Looking at the likely pattern of flattening growth rates, I came up with an estimate of what participation rates will look like worldwide over the next 30 years or so. Broadly speaking, I am bullish about overall growth rates – we aren’t going to see a doubling every 15 years as we did around the turn of the century, but there is every chance that we will see a doubling over thirty years, mainly because there is still quite a ways to go to hit North-American style participation rates in China, and the two remaining sources of population growth – India and Africa – are currently at the very low end of participation rates. Figure 4 shows where I think higher education participation rates are heading over the next thirty years.

Figure 4: Projected Participation Rates by Continent, 2008 to 2048

Now, if you multiply Figures 3 and 4, you get Figure 5, which essentially says that global higher education numbers will continue to grow, but at a much slower pace than they did in the 1998-2013 boom. We are looking instead at global growth rates in the range of 1.5% per year from 2023 to 2028 and then declining towards 1% per year by the mid-2040s. Further, over 90% of the growth will occur in Asia and Africa, which suggests that the centre of gravity for global academia will continue to move away from North Atlantic. That has big implications for anyone thinking about where they want to start partnership agreements.

Figure 5: Projected Tertiary Enrolments by Continent, in millions, 2008-2048

Now, these numbers are probably a bit of an undercount – they are based on current enrolment rates in 56 countries which currently make up about 92% of global enrolments and so tend to systemically exclude countries which currently have small higher education systems but will be significantly larger in thirty years (for instance, parts of East Africa and Central Asia) as well as countries that are currently significant but which publish no data on higher education (e.g. Sudan & DR Congo). So, one might nudge up the totals and even tilt the slope of the lines a tiny little bit. You might get another few million out of that to reach 350 million students instead of 320 million. But basically, declining rates of absolute growth is the key story here.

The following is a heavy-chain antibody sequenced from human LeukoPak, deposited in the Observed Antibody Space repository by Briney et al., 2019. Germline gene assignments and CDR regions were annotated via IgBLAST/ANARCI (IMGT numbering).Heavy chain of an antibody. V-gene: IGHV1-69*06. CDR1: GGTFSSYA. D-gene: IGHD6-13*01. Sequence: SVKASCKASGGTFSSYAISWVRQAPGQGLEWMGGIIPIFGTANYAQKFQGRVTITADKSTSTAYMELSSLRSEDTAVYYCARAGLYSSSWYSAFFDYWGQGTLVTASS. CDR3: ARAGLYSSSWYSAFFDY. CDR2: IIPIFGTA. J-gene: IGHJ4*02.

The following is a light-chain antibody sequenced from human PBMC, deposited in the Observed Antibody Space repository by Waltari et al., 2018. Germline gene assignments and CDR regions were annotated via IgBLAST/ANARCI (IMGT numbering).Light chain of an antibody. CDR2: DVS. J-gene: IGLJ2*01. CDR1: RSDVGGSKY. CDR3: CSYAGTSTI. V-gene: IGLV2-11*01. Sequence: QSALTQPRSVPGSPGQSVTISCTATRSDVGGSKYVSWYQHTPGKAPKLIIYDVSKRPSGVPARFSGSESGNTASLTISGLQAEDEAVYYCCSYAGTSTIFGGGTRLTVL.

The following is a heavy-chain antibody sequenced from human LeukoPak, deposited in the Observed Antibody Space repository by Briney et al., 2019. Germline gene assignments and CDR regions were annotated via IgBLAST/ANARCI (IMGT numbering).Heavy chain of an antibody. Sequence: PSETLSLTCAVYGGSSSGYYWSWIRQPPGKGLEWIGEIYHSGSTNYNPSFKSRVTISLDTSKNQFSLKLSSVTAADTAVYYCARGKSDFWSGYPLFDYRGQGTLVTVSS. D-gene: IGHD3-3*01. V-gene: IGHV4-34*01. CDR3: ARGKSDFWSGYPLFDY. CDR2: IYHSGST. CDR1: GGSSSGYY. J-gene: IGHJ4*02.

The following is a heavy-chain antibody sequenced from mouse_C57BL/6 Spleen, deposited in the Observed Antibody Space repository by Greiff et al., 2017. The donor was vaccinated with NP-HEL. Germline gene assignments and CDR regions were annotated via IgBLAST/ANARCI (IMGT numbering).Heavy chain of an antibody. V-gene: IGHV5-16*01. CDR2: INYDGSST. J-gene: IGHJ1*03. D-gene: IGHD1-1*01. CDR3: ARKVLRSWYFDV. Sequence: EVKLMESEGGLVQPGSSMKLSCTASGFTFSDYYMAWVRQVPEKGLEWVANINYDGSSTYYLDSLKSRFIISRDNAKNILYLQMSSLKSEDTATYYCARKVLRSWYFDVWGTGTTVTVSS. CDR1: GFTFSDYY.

Of course, the flip side of this growth picture is that the Americas and Europe are basically in for three decades of stagnation, number-wise.  Numbers in Europe and Latin America look to peak in 2038 and decline thereafter; the CANZUKUS group is already in decline (entirely because of the United States), and while it will recover, numbers in 2048 aren’t likely to be more than about 10% higher than they were in 2018.

In these regions, I expect there will be ever-more desperate attempts to try to get non-traditional students into higher education because those systems will have a hard time transitioning to low-growth and the funding implications that entails. But those countries are also, almost certainly also going to have the most intense labour shortages due to demographic change, meaning that attending school will be ever-more expensive because of higher opportunity costs. I am pretty sure this will put a lot of pressure to create ever-shorter post-baccalaureate credentials in these countries.